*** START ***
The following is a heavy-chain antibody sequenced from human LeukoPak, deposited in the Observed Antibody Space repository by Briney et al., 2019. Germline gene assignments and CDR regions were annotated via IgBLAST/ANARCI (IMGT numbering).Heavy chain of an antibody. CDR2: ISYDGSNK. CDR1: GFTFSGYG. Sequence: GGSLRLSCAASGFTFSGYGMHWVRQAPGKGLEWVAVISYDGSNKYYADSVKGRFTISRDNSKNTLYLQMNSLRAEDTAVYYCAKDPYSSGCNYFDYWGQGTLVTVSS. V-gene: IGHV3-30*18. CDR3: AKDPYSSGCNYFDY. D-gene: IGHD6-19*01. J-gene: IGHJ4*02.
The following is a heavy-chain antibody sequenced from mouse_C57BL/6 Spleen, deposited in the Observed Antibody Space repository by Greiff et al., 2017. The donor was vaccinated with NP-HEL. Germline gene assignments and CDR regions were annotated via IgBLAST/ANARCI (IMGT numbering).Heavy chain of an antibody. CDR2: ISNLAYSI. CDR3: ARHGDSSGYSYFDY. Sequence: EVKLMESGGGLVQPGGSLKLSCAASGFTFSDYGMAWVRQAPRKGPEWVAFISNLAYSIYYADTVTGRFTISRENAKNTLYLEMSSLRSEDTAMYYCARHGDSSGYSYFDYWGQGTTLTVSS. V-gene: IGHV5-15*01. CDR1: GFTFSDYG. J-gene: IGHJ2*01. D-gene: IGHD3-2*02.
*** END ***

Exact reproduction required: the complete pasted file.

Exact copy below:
The following is a heavy-chain antibody sequenced from human LeukoPak, deposited in the Observed Antibody Space repository by Briney et al., 2019. Germline gene assignments and CDR regions were annotated via IgBLAST/ANARCI (IMGT numbering).Heavy chain of an antibody. CDR2: ISYDGSNK. CDR1: GFTFSGYG. Sequence: GGSLRLSCAASGFTFSGYGMHWVRQAPGKGLEWVAVISYDGSNKYYADSVKGRFTISRDNSKNTLYLQMNSLRAEDTAVYYCAKDPYSSGCNYFDYWGQGTLVTVSS. V-gene: IGHV3-30*18. CDR3: AKDPYSSGCNYFDY. D-gene: IGHD6-19*01. J-gene: IGHJ4*02.
The following is a heavy-chain antibody sequenced from mouse_C57BL/6 Spleen, deposited in the Observed Antibody Space repository by Greiff et al., 2017. The donor was vaccinated with NP-HEL. Germline gene assignments and CDR regions were annotated via IgBLAST/ANARCI (IMGT numbering).Heavy chain of an antibody. CDR2: ISNLAYSI. CDR3: ARHGDSSGYSYFDY. Sequence: EVKLMESGGGLVQPGGSLKLSCAASGFTFSDYGMAWVRQAPRKGPEWVAFISNLAYSIYYADTVTGRFTISRENAKNTLYLEMSSLRSEDTAMYYCARHGDSSGYSYFDYWGQGTTLTVSS. V-gene: IGHV5-15*01. CDR1: GFTFSDYG. J-gene: IGHJ2*01. D-gene: IGHD3-2*02.